Tony Soter 2015 Mineral Springs Ranch Pinot Noir (98JS 95AG)
- Size: 750ml
- Item Code: WN12020701
- Vintage: 2015
Tons of pressed violets and lavender as well as blueberries, plenty of herbs, cedar, almonds and acacia come through on the nose, before ginseng, ivy and slate kick in. The palate is so structured with intense yet velvety tannins and layers of fruit and spices. Such tension in terms of the fine acidity but intensely full-bodied. A great wine that will age for decades. Drink from 2020 and well beyond. (JS)
Brilliant red. A heady, seductively perfumed bouquet of fresh red and blue fruits, potpourri, spice cake and vanilla carries an intense mineral overtone. Concentrated yet vibrant in style, showing superb clarity and lift to the sweet raspberry, boysenberry, cola, spice cake and floral pastille flavors. Becomes nervier and spicier on the gently tannic finish, which hangs on with outstanding focus and tenacity (AG)
Pinot Noir (Franc Pineau, Noirien, Savagnin Noir, Morillon, Auvernat, Plant Doré, Blaueburgunder, Blauer Klevner, Cortaillod, Pignola, Pinot Nero, Pignola, Rouci and Nagyburgundi.) A wild vine present in Burgundy when the Romans invaded Gaul, Pinot Noir was among the first vines to be domesticated. The name ”pinot,” suggestive of its pine-cone shaped clusters, was in use as early as the fourth century. Its preeminence as the hallowed grape of the Côte d’Or dates from 1395, when Duke Philippe the Bold banned plantings of Gamay in Pinot Noir’s favor. In the early 1990s, research conducted by plant geneticist Carole Meredith at the University of California at Davis revealed a common heritage between Pinot Noir and a number of other grape varieties indigenous to northern France. Based on DNA fingerprinting, she concluded that an original Pinot prototype and an obscure vine called Gouais Blanc are the parents of Pinot Noir and fifteen other Gallic varieties, including Chardonnay and Gamay Noir.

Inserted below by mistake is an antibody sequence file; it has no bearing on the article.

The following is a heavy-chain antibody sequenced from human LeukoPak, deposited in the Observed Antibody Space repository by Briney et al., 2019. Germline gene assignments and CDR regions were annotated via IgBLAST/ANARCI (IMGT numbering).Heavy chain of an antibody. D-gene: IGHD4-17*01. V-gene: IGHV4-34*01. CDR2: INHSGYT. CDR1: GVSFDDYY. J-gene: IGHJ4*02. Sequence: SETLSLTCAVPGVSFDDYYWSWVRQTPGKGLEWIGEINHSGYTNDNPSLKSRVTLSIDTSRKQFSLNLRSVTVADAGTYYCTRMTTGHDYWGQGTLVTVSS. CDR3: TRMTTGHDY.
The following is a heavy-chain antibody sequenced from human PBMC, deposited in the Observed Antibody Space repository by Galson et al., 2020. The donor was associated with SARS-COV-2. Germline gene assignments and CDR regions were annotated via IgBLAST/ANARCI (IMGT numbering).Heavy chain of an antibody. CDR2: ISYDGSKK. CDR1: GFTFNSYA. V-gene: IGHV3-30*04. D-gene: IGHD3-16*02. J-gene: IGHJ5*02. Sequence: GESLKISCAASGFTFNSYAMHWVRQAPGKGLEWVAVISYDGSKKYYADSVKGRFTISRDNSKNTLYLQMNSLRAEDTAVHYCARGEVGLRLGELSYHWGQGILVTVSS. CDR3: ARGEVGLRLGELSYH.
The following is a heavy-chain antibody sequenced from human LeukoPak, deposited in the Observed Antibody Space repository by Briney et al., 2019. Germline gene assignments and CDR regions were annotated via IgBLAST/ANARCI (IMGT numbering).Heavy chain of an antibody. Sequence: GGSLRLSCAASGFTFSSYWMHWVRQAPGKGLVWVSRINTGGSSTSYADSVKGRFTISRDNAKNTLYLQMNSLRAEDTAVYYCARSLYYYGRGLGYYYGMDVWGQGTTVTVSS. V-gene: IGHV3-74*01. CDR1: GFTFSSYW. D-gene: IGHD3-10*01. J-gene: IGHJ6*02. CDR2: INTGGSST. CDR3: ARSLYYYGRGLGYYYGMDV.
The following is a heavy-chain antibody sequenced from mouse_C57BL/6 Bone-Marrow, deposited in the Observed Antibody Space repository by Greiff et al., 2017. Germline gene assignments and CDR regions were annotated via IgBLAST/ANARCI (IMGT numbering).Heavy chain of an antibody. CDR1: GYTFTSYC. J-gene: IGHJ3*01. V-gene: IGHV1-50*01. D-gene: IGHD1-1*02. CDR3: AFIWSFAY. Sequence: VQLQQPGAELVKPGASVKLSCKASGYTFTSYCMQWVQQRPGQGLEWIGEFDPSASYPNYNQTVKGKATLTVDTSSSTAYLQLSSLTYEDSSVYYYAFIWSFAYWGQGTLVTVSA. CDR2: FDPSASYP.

Pinot Noir is genetically highly unstable, and has mutated to over a thousand clones in Burgundy alone. Difficult and fragile, it buds early and ripens early, and so requires a relatively cool climate in order to remain on the vine long enough to develop flavor, aroma and complexity. Though it needs ample warmth to ripen fully, it is susceptible to too much heat as well as to frost, humidity and rot. The best soil profile for Pinot Noir is well drained, chalky clay, but it also fares well in marly loam. The unique presence in Burgundy of a mineral called montmorillonite, which facilitates the plant’s absorption of elements from the soil, may be one of the reasons why red Burgundies so precisely reflect their microclimates. Of moderate vigor and low productivity, the vine bears small, compact clusters of not very thick skinned berries which are high in acid, moderate in tannin, not very deep in color and delicately scented. What color it has can drop out during careless vinification.
Also a foundation variety of Champagne, Pinot Noir is seldom blended with other grapes, but is occasionally is vinified as a rosé. It has migrated successfully to cooler climates of the new world, notably the Carneros district of California, where it loses the earthy Burgundian stamp but acquires density and color, and less so to Germany where, as Spätburgunder, it is barely more than a fresh rosé.
The highest expression of this holy grail of wine is a silky, deceptively powerful wine of sweet, elegantly subtle red berry, summer pudding fruit with a tapestry of earthy, floral, mushroom and mineral notes and an airy, seductively complex perfume which reflects all of this. Also grown in the Santa Barbara, Sonoma, Oregon, the Loire Valley, Austria, Italy, Switzerland, Eastern Europe, Australia, New Zealand, Chile and South Africa.